Cleopatra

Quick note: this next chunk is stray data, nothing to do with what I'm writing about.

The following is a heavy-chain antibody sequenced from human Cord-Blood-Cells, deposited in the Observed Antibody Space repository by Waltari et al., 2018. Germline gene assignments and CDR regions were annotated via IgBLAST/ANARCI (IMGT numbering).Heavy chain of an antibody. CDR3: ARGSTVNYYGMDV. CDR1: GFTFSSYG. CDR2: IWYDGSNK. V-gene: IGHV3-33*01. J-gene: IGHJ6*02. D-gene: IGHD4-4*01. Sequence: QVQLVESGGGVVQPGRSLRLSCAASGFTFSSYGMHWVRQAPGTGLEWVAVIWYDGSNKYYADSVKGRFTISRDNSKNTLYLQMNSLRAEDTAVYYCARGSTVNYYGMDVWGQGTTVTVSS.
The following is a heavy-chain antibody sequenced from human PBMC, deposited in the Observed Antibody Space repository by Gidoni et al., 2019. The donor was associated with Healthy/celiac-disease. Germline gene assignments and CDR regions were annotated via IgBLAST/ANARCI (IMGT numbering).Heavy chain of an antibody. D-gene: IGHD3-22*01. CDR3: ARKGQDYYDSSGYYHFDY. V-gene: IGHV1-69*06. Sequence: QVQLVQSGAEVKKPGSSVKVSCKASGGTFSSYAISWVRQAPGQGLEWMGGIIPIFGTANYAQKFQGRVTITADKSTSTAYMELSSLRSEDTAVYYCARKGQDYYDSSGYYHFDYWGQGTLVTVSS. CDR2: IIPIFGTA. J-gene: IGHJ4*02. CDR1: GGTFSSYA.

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It is important to note that this extract from Plutarch’s ‘Life of Antony’ was written about one hundred years after the battle of Actium and the death of Antony and Cleopatra. ‘The work of ancient historians can seem to be a bit like a play or novel where what happens is often predetermined by the way the author has presented the make-up of his or her characters’ (Fear, 2008.P9) The extract begins by informing the reader that Antony’s armies have deserted him and joined Octavian – ‘the desertion of his fleet to Octavian’. This war started because ‘Cleopatra was the victim of a vicious propaganda campaign’ (Fear, 2008. P7). According to historian Cassius Dio, Octavian fought Cleopatra as part of his plan to defeat herself and Antony and this had a negative impact on Antony and Cleopatra’s relationship. Plutarch implies that the relationship is perfidious ‘Cleopatra had betrayed him to the very men he was fighting for her sake’. The betrayal caused much anguish to Antony who as a leader had lost everything because of her. This is shown in Octavian’s speech written by Cassius Dio ‘even if at one time he showed such valour he served with our army, you can rest assured that he has now lost it beyond recall through the change in his manner of life’. According to Plutarch’s extract, when Antony receives the news of Cleopatra’s death, he is heartbroken and says to himself ‘fate has taken the one excuse which could still make you desire to live’. This shows Antony’s overwhelming love for Cleopatra. He feels unable to live without her. Cassius Dio, on the other hand accuses Antony of being ‘bewitched by the accursed woman’ and ‘enslaved by her’ (Fear 2008.P27). ‘The portrait of Cleopatra as somehow bewitching Antony is a constant theme in the Roman sources’ (Fear, 2008. P10). Analysing the text leads readers to conclude that Cleopatra has the power in their relationship. Horace in his ode 1.37 makes many negative observations concerning Cleopatra e.g. ‘her...
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